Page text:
If your a property owner or manager, you may want to consider getting your curbs painted. After all, this is a fairly inexpensive way to add a ton of curb appeal to your property. Many of our customers use curb painting to add some last minute appeal to their properties before a big event starts or visiting executives come into town. Whether you plan on doing this in house or hiring a professional, consider these basic do’ s or don’ts for curb painting.
Do’ s & Don’t s of Curb Striping
Do: Always prep your curbs before painting. If they look pretty good with little to no flaking, then go ahead and just hose them off with a garden hose or pressure washer. At the bare minimum, take a broom and sweep them well. This helps insure the bond between the paint and the curb. If the curbs are showing medium to heavy wear then consider scraping those areas till no more paint flakes off. If the paint continues to come off during the scraping process then you may want to have them sandblasted. When paint is already flaking from curbs and you add a coat of fresh paint to them the drying process often causes the old paint to peel and flake even more.
Don’t: Use the wrong paint over existing paint. Always be aware of what paint was used on the curbs before. Curbs should always be painted in a water based product. The reasons for this are based on two factors. First, is when you use an oil base paint, future striping contractors are more than likely to use the water based paint. Once water based paint goes over oil base paint the chances of paint failure skyrocket. When in doubt, do a small test area.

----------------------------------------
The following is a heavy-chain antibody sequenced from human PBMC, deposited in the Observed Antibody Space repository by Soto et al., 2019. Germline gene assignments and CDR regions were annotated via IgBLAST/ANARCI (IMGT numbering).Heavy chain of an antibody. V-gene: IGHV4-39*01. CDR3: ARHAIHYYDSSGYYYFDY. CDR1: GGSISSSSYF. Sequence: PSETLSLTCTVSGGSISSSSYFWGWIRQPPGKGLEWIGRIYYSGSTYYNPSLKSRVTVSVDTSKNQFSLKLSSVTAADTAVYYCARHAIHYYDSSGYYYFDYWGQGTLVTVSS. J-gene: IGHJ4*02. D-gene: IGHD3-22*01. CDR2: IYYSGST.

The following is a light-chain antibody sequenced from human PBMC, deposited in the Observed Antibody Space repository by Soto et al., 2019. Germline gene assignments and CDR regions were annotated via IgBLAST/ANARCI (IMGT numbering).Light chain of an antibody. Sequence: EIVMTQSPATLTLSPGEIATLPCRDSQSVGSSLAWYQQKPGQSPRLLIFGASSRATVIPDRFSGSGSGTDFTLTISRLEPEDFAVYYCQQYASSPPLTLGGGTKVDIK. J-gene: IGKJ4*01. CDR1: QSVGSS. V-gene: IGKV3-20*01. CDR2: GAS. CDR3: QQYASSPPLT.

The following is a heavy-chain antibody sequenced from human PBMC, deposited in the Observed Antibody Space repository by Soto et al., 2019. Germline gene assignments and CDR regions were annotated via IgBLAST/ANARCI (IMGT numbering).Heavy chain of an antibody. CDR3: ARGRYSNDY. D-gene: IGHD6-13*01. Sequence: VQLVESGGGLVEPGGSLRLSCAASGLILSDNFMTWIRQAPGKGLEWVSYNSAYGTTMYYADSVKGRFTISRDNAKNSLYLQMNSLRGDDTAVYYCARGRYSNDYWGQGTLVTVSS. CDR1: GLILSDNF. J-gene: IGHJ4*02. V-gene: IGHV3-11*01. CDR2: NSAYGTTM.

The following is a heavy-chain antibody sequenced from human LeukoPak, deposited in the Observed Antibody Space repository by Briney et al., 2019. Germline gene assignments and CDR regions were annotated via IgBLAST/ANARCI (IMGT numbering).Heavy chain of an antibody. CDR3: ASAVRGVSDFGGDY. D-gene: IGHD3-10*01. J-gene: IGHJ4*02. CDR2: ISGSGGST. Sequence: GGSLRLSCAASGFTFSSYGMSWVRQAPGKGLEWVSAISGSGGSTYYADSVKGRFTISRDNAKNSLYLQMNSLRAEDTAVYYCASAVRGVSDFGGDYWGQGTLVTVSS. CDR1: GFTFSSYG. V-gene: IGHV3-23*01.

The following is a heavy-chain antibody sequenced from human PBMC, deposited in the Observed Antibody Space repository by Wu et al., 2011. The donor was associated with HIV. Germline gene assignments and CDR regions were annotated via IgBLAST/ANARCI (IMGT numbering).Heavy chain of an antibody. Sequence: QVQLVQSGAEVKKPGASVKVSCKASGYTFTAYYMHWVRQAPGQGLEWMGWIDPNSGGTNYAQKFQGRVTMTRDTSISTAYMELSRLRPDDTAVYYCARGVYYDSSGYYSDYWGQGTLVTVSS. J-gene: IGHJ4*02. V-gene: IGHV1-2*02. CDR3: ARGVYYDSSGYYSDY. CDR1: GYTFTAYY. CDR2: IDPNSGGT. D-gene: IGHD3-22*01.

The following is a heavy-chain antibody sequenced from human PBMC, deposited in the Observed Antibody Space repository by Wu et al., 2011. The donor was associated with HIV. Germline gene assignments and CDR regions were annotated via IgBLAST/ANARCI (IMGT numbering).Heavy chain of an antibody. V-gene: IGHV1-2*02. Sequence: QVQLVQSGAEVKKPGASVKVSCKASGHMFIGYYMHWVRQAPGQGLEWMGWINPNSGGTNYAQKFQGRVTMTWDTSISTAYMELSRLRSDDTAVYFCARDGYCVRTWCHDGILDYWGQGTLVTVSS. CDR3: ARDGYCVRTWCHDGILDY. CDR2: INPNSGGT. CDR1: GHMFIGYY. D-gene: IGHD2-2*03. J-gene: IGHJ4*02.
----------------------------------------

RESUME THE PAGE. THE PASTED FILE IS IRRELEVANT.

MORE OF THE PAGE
Do: Consider using high end paints on curbs, however be aware of the increased cost, increased dry times and increased technicalities.
Don’t: Forget when considering a enamel based paint for curbs that these paints are slippery when dry and even more so when wet. If you do consider a enamel based paint then you should consider a non skid additive thrown on the top part of the curb for a non skid finish. Though this process can be expensive, the cost involved doesn’t come close to comparing to the cost of a lawsuit. Trust me on this as I’ve served as an expert witness on several cases of curb painting related slip and falls, and it rarely ends well for the property owner/ manager.
Do: Use signs, barricades, string and ribbon on EVERY FOOT of freshly painted curb at your facility. This is the one I can’t recommend enough. Don’t count on common sense because often it is not there. In the last twenty years of working in this industry, I have seen at least a hundred times where people will walk up to you and ask “hey what ya doing?” then proceed to walk through your wet paint never being aware of what they just did. Its not that they are completely clueless as much as the information doesn’t process fast enough to stop them. Some are completely clueless.
Don’t: Be afraid to warn people about a wet paint even if you feel that they are aware. People don’t mind the reminder, just don’t be rude about it. Saying something like ” Sir, this red paint is still wet so please be careful near it” should be enough to get across the message. In California with our diverse population, we have learned to say Wet paint in 15 different languages . Just kidding! However, visual cues can help when there is a language barrier. Like pointing to the sign or fresh curb painting.
Do: Call a professional if your having any reservations about painting your own curbs.
Don’t: Be afraid to try painting curbs if you feel it will save you some money or just like having the control of the project in house. Consult with a paint rep and take proper cautions around the general public.
If you have any curb painting projects that you need a proposal for or any questions that you need answered, please feel free to contact us here.